The second epistemological critique of the ersatz and sublime arguments sets its sights upon the over-emphasised relationship between virtuality and actuality that permeates much work on virtual communities. In this vein, Wellman and Gulia (1999) recall that:

both enthusiasts and critics of virtual community usually speak of relationships as being solely online. Their fixation on the technology leads them to ignore the abundant accounts of community ties operating both online and offline, with the Net being just one of several ways of communicating. Despite all the talk about virtual community transcending time and space sui generis, much contact is between people who see each other in person and live locally (p. 179).

Sandy Stone (1991, p. 112) broadens this perspective, suggesting that

participants in the electronic virtual communities of cyberspace live in the borderlands of both physical and virtual culture (...). Their social system includes other people, quasi people or delegated agencies that represent specific individuals, and quasi agents that represent ‘intelligent’ machines, clusters of people, or both.

This third figure of the virtual community is characterized by hybridity. Indeed, and this is the third epistemological critique, virtual communities may be said to transcend particular technologies or even eras. Stone distinguishes between four eras, each characterized by a typical form of “virtual community”, since the formation of the first intellectual and scientific communities in the 17th Century, through radio and television publics, and on to the Internet’s MUDs. In developing this framework, Stone defines virtual communities as “incontrovertibly social spaces in which people still meet face-to-face, but under new definitions of both ‘meet’ and ‘face’ ” (Stone, 1991, p. 85).



A close examination of current Internet events makes it difficult to avoid the conclusion that new collective forms are in the process of being invented. In these new communities, communal resources are framed, not simply by information, but by the very “presence” of others, be this presence abstract, mental, or paradoxically distant, to borrow a title from Jean-Louis Weissberg (1999). The virtual context of these communities might be grasped through the metaphor of a desert watering-hole, or a “passage point”, in Sandy Stone’s term (1991). It is a precarious pole of attraction where individuals of diverse and divergent provenances “meet”, allowing “unfocused interaction” favourable to the development of collective dynamics to take form.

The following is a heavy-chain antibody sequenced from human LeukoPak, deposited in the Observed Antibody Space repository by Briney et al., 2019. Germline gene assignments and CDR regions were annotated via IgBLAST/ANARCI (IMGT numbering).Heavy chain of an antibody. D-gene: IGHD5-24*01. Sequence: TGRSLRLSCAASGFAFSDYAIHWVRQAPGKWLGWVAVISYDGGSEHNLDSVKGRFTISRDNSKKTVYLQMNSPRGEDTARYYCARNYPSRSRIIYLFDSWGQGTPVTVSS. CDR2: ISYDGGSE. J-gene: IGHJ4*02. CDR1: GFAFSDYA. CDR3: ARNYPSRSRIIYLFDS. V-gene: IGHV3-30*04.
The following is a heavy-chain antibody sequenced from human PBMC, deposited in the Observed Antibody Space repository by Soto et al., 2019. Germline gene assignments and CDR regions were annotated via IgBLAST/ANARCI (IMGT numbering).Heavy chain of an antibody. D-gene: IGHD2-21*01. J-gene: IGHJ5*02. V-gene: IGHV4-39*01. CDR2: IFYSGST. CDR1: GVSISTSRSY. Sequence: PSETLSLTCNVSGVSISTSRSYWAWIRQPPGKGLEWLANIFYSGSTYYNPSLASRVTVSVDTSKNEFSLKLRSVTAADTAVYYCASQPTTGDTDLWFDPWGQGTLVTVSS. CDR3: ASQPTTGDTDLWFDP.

Unlike classical communities, which are constrained to remain bound by a promiscuity without alternatives, the commitment of electronic collectives is (generally) more fluid. The boundaries are blurred, and so, in a certain sense, their reality may be considered virtual. But let us not fool ourselves: virtuality should not be understood as a distortion of the social, but as one of its aspects, an optical effect of its growing complexity, amplified by its own technological artifacts. That, at least, is one of the ideas that we hope to have pried loose in this brief and limited review of the various uses to which the virtual might be put as a category for thinking through contemporary societies.



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[1] Sfez (2001, p. 103). Our translation.

[2] This study is to a large extent inductive. Inspired by qualitative methodology, it is based on an exploratory sample of current work in the social sciences, rather than an exhaustive sampling. We have attempted to achieve a certain coherence in retaining mostly academically-oriented writing (monographs, chapters in edited books, peer-reviewed articles, conference presentations) which had set out to take stock of the new social spaces issuing forth from the intersection of digital technologies and communication networks as emerging objects of investigation. We believe that, despite of its exploratory nature, our sample is in this sense quite representative of intellectual production in this field.

[3] Most citations of French-language texts here are our own translations.

[4] Computers offering asynchronous messaging, to which users connect directly via modem. BBSs were successful in Canada and the U.S. due to the flat-rate pricing of local telephony, but their local “enclosure” and drastic limits on the number of users connected simultaneously—each user monopolising a telephone line and modem—were their chief disadvantages in comparison to distributed networks such as Usenet.

[5] Also founder of software firm Lotus.

[6] Sometimes referred to in French using the recently-coined adjective “communautique” (Harvey, 1995).